KS: Right. So I like to think of it in terms of what I call the MacGyver Principle. So what did MacGyver do whenever he was trying to solve something? He would just look around him, and he would just use whatever tools were available to him. I think when you’re trying to figure out what would resonate well with your audience, it’s the same principle that you’re using whatever geographical references would resonate with them. You’re using – so there’s a section in here about the social distancing measures and how jurisdictions around the world reference those. So I think, you know, California, some of the public health announcements were, once [inaudible 00:16:49] in France, it was like [inaudible 00:16:52]. 

JS: I don’t know how [inaudible 00:17:01] okay, yeah, I got the point, yeah. 

KS: So I think, if you’re, right, so you could use whatever cities that your audience will be familiar with, and I think that if you start [inaudible 00:17:14] and it’s like, I don’t know, I have no idea how big those cities are in China, I know that China is big, kind of, like the Grand Canyon, or it’s just very big. I do remember hearing those statistics about how many cities in China have more than a million people, and I was like that’s a lot. That’s really all I know. And I feel like an idiot because like, I know Beijing, I know Shanghai, I know nothing about China.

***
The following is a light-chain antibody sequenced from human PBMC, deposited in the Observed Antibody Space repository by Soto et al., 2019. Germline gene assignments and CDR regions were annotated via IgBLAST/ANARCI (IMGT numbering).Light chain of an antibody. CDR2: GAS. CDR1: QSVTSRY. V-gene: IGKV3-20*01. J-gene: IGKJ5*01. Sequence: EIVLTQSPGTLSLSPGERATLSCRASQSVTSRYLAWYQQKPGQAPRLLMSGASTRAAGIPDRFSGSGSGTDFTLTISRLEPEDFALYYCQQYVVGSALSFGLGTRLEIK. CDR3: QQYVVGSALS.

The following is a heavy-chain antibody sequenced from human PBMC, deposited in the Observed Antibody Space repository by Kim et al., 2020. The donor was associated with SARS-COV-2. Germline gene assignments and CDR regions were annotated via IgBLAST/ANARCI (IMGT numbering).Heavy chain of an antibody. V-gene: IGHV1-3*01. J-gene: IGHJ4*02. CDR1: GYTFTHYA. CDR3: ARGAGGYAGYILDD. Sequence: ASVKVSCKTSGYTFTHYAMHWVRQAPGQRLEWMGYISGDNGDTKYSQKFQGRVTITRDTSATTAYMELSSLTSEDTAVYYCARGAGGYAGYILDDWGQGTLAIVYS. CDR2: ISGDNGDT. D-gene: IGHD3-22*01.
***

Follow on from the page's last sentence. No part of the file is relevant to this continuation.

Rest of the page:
JS: Right. No, it’s really – no, it’s just an interesting kind of cultural observation, that we sort of know our own experience, and you’ve already talked about it in lots of different ways, but like, our own experience includes where we’ve grown up and where we’re currently living, and those comparisons. And they don’t necessarily translate globally. I would guess the same is true for units of measurement, you know, meter versus yard, of course, we’re the only ones who do that.